New smartphone app predicts vineyard yields earlier, more accurately

by Krishna Ramanujan, Cornell University

Cornell University engineers and plant scientists have teamed up to develop a low-cost system that allows grape growers to predict their yields much earlier in the season and more accurately than costly traditional methods.

The new method allows a grower to use a smartphone to record video of grape vines while driving a tractor or walking through the vineyard at night. Growers may then upload their video to a server to process the data. The system relies on computer-vision to improve the reliability of yield estimates.

When workers manually count clusters on a vine, accuracy greatly depends on the person counting. In an experiment, the researchers found that for a panel of four vines containing 320 clusters, manual counts ranged from 237 to 309. Workers will count the number of grape clusters in a small portion of the vineyard to get an average number of clusters per row. Farmers will then multiply the average by the total number of rows to predict yields for a vineyard. When cluster numbers are miscounted, multiplying only further amplifies inaccurate yield predictions.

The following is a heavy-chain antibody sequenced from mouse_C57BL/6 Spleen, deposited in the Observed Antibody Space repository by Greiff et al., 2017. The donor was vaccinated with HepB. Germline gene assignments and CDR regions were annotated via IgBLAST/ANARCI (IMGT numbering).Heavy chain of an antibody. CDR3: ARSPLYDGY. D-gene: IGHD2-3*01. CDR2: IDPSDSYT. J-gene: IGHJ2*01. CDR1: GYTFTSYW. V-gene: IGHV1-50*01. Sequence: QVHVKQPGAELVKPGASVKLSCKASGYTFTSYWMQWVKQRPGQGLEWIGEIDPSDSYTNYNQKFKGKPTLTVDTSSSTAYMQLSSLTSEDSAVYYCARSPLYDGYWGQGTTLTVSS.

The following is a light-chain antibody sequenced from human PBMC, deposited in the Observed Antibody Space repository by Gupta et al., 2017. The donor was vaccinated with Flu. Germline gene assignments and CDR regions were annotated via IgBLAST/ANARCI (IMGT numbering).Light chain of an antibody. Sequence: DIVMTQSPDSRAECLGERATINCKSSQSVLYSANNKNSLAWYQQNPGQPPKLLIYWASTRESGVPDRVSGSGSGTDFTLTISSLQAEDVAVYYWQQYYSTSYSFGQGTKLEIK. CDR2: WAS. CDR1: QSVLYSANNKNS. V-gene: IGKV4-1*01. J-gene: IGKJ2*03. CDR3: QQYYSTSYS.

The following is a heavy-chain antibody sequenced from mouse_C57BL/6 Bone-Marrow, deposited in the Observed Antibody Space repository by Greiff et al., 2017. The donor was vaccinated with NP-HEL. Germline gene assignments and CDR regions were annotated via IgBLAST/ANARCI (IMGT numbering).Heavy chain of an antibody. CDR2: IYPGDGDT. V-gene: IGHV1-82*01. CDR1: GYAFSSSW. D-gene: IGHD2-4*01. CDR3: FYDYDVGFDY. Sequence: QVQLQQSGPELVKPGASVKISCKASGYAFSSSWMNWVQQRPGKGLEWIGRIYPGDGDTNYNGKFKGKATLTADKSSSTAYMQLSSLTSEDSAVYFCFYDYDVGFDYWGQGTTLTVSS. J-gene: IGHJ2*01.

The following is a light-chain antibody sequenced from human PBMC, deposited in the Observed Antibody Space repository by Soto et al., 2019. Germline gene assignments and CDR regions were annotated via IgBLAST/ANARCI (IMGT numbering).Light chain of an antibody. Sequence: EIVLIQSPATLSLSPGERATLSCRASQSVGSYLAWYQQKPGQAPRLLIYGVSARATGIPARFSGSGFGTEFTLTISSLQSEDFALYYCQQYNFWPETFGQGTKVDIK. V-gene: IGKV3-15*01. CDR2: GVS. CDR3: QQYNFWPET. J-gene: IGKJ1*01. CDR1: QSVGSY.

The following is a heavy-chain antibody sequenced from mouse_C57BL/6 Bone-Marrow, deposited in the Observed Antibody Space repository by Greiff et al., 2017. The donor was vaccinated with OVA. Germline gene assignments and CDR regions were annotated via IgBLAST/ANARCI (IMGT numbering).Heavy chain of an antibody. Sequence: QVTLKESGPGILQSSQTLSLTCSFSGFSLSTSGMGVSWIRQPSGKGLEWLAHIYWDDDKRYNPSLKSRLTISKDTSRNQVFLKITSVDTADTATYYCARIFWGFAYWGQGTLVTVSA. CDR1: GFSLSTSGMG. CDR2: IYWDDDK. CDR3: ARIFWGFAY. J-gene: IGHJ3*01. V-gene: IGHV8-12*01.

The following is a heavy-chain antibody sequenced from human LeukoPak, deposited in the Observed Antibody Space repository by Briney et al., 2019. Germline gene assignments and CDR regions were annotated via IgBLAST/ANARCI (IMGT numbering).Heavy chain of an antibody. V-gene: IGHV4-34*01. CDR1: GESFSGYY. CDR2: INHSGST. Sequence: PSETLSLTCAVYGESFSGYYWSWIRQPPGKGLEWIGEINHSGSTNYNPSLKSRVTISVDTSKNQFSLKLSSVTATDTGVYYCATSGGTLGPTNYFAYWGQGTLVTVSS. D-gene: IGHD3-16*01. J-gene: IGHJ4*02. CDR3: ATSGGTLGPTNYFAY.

The researchers intend for this app to be open sourced, and the machine learning components setup such that users simply upload their video to a server that will process the data for them.

> Source: PHYS.ORG